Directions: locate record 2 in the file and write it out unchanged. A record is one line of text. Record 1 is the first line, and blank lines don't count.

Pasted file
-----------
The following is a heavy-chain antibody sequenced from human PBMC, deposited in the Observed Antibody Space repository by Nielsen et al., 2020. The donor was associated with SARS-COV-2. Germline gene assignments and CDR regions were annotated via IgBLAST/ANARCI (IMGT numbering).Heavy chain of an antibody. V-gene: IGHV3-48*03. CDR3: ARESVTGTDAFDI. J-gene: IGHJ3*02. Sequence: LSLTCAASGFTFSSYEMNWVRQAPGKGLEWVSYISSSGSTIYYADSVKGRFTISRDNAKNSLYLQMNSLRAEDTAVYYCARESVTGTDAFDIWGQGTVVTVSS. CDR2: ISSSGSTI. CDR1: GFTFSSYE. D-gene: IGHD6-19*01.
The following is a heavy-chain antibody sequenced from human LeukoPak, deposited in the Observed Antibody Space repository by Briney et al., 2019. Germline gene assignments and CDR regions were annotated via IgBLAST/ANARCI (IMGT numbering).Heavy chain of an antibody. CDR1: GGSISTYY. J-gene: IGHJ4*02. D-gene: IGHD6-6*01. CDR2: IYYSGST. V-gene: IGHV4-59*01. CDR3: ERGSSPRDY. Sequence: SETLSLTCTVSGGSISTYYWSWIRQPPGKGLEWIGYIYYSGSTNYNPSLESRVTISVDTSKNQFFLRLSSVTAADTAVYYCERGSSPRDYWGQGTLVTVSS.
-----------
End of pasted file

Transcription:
The following is a heavy-chain antibody sequenced from human LeukoPak, deposited in the Observed Antibody Space repository by Briney et al., 2019. Germline gene assignments and CDR regions were annotated via IgBLAST/ANARCI (IMGT numbering).Heavy chain of an antibody. CDR1: GGSISTYY. J-gene: IGHJ4*02. D-gene: IGHD6-6*01. CDR2: IYYSGST. V-gene: IGHV4-59*01. CDR3: ERGSSPRDY. Sequence: SETLSLTCTVSGGSISTYYWSWIRQPPGKGLEWIGYIYYSGSTNYNPSLESRVTISVDTSKNQFFLRLSSVTAADTAVYYCERGSSPRDYWGQGTLVTVSS.